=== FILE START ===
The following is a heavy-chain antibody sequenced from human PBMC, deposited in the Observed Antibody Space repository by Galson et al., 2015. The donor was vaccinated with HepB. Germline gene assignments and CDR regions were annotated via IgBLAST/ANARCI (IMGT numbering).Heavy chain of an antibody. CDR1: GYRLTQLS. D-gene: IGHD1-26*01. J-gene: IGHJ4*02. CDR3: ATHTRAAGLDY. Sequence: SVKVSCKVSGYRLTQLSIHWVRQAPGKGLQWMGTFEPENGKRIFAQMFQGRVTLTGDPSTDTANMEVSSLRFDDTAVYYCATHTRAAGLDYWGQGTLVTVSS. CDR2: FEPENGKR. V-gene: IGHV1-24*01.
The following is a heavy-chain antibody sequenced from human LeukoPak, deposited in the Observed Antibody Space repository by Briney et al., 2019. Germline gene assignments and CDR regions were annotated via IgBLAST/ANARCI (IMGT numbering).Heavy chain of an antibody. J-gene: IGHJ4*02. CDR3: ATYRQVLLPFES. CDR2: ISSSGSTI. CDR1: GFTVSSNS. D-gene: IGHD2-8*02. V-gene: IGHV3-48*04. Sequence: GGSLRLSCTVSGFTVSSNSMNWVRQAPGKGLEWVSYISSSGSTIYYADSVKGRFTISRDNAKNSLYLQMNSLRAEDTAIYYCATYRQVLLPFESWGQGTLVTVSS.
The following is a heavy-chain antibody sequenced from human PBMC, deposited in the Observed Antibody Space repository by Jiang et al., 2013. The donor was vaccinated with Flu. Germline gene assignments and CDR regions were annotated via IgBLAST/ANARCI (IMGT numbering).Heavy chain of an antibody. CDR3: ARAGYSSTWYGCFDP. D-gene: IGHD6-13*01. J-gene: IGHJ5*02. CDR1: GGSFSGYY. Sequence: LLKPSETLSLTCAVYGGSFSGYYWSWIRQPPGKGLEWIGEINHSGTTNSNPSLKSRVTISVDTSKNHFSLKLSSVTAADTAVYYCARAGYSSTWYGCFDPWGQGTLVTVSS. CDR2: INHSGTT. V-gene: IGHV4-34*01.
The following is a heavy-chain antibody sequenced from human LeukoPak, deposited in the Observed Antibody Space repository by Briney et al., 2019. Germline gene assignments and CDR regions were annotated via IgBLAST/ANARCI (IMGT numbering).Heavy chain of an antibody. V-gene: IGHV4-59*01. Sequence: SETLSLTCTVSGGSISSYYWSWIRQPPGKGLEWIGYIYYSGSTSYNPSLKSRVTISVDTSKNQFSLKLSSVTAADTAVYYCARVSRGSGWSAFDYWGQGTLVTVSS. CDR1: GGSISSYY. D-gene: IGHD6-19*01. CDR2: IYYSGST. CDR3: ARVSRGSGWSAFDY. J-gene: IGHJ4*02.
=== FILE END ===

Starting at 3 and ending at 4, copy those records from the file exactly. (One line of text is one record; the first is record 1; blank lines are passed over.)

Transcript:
The following is a heavy-chain antibody sequenced from human PBMC, deposited in the Observed Antibody Space repository by Jiang et al., 2013. The donor was vaccinated with Flu. Germline gene assignments and CDR regions were annotated via IgBLAST/ANARCI (IMGT numbering).Heavy chain of an antibody. CDR3: ARAGYSSTWYGCFDP. D-gene: IGHD6-13*01. J-gene: IGHJ5*02. CDR1: GGSFSGYY. Sequence: LLKPSETLSLTCAVYGGSFSGYYWSWIRQPPGKGLEWIGEINHSGTTNSNPSLKSRVTISVDTSKNHFSLKLSSVTAADTAVYYCARAGYSSTWYGCFDPWGQGTLVTVSS. CDR2: INHSGTT. V-gene: IGHV4-34*01.
The following is a heavy-chain antibody sequenced from human LeukoPak, deposited in the Observed Antibody Space repository by Briney et al., 2019. Germline gene assignments and CDR regions were annotated via IgBLAST/ANARCI (IMGT numbering).Heavy chain of an antibody. V-gene: IGHV4-59*01. Sequence: SETLSLTCTVSGGSISSYYWSWIRQPPGKGLEWIGYIYYSGSTSYNPSLKSRVTISVDTSKNQFSLKLSSVTAADTAVYYCARVSRGSGWSAFDYWGQGTLVTVSS. CDR1: GGSISSYY. D-gene: IGHD6-19*01. CDR2: IYYSGST. CDR3: ARVSRGSGWSAFDY. J-gene: IGHJ4*02.